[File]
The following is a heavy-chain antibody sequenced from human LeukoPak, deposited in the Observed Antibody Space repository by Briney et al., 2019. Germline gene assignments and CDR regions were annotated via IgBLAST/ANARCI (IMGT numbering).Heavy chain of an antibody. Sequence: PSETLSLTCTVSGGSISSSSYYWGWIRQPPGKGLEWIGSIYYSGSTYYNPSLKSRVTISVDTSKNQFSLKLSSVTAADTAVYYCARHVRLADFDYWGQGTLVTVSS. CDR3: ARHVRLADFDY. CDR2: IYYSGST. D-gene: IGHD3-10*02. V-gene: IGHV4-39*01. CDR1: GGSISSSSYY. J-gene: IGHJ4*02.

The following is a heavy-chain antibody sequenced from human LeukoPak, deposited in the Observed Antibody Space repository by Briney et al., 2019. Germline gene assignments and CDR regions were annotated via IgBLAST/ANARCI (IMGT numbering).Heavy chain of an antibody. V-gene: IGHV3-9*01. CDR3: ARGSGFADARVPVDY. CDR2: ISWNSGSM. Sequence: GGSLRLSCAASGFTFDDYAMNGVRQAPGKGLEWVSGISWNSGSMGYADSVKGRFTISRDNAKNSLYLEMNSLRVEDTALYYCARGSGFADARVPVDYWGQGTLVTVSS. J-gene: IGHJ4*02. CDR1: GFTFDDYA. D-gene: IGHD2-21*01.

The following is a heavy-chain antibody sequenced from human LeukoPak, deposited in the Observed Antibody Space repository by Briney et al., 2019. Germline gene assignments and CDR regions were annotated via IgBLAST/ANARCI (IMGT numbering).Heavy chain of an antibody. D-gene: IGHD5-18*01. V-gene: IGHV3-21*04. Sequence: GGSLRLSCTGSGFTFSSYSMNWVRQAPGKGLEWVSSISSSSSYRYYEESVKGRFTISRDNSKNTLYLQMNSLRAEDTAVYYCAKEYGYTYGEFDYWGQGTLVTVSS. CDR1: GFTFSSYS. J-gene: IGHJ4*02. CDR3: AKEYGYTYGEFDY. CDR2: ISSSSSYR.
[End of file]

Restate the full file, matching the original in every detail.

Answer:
The following is a heavy-chain antibody sequenced from human LeukoPak, deposited in the Observed Antibody Space repository by Briney et al., 2019. Germline gene assignments and CDR regions were annotated via IgBLAST/ANARCI (IMGT numbering).Heavy chain of an antibody. Sequence: PSETLSLTCTVSGGSISSSSYYWGWIRQPPGKGLEWIGSIYYSGSTYYNPSLKSRVTISVDTSKNQFSLKLSSVTAADTAVYYCARHVRLADFDYWGQGTLVTVSS. CDR3: ARHVRLADFDY. CDR2: IYYSGST. D-gene: IGHD3-10*02. V-gene: IGHV4-39*01. CDR1: GGSISSSSYY. J-gene: IGHJ4*02.

The following is a heavy-chain antibody sequenced from human LeukoPak, deposited in the Observed Antibody Space repository by Briney et al., 2019. Germline gene assignments and CDR regions were annotated via IgBLAST/ANARCI (IMGT numbering).Heavy chain of an antibody. V-gene: IGHV3-9*01. CDR3: ARGSGFADARVPVDY. CDR2: ISWNSGSM. Sequence: GGSLRLSCAASGFTFDDYAMNGVRQAPGKGLEWVSGISWNSGSMGYADSVKGRFTISRDNAKNSLYLEMNSLRVEDTALYYCARGSGFADARVPVDYWGQGTLVTVSS. J-gene: IGHJ4*02. CDR1: GFTFDDYA. D-gene: IGHD2-21*01.

The following is a heavy-chain antibody sequenced from human LeukoPak, deposited in the Observed Antibody Space repository by Briney et al., 2019. Germline gene assignments and CDR regions were annotated via IgBLAST/ANARCI (IMGT numbering).Heavy chain of an antibody. D-gene: IGHD5-18*01. V-gene: IGHV3-21*04. Sequence: GGSLRLSCTGSGFTFSSYSMNWVRQAPGKGLEWVSSISSSSSYRYYEESVKGRFTISRDNSKNTLYLQMNSLRAEDTAVYYCAKEYGYTYGEFDYWGQGTLVTVSS. CDR1: GFTFSSYS. J-gene: IGHJ4*02. CDR3: AKEYGYTYGEFDY. CDR2: ISSSSSYR.